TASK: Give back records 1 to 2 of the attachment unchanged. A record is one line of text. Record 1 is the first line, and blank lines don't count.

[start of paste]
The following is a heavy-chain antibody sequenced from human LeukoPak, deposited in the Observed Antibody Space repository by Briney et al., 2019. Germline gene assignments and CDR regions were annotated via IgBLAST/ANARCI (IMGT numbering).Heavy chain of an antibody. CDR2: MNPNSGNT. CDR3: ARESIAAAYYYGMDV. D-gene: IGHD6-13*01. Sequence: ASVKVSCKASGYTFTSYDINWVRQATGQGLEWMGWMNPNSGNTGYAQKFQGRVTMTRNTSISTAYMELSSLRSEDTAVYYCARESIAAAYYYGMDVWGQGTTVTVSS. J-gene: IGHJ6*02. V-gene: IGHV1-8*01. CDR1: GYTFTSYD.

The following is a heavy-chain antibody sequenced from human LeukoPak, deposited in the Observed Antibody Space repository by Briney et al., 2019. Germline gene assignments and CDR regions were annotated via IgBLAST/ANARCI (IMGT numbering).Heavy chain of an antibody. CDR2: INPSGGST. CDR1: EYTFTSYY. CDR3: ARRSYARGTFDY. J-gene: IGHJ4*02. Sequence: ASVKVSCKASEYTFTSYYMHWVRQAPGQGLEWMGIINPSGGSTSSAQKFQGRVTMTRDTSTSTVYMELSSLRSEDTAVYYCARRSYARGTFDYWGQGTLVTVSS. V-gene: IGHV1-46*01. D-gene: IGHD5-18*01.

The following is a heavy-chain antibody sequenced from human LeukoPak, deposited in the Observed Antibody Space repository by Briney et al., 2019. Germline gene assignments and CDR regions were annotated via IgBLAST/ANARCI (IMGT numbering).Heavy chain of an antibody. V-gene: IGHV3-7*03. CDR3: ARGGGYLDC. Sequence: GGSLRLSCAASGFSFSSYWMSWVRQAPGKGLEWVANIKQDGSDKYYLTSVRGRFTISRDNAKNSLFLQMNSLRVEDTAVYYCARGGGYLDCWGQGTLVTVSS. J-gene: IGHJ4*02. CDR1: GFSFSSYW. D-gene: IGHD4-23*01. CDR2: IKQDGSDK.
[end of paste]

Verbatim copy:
The following is a heavy-chain antibody sequenced from human LeukoPak, deposited in the Observed Antibody Space repository by Briney et al., 2019. Germline gene assignments and CDR regions were annotated via IgBLAST/ANARCI (IMGT numbering).Heavy chain of an antibody. CDR2: MNPNSGNT. CDR3: ARESIAAAYYYGMDV. D-gene: IGHD6-13*01. Sequence: ASVKVSCKASGYTFTSYDINWVRQATGQGLEWMGWMNPNSGNTGYAQKFQGRVTMTRNTSISTAYMELSSLRSEDTAVYYCARESIAAAYYYGMDVWGQGTTVTVSS. J-gene: IGHJ6*02. V-gene: IGHV1-8*01. CDR1: GYTFTSYD.

The following is a heavy-chain antibody sequenced from human LeukoPak, deposited in the Observed Antibody Space repository by Briney et al., 2019. Germline gene assignments and CDR regions were annotated via IgBLAST/ANARCI (IMGT numbering).Heavy chain of an antibody. CDR2: INPSGGST. CDR1: EYTFTSYY. CDR3: ARRSYARGTFDY. J-gene: IGHJ4*02. Sequence: ASVKVSCKASEYTFTSYYMHWVRQAPGQGLEWMGIINPSGGSTSSAQKFQGRVTMTRDTSTSTVYMELSSLRSEDTAVYYCARRSYARGTFDYWGQGTLVTVSS. V-gene: IGHV1-46*01. D-gene: IGHD5-18*01.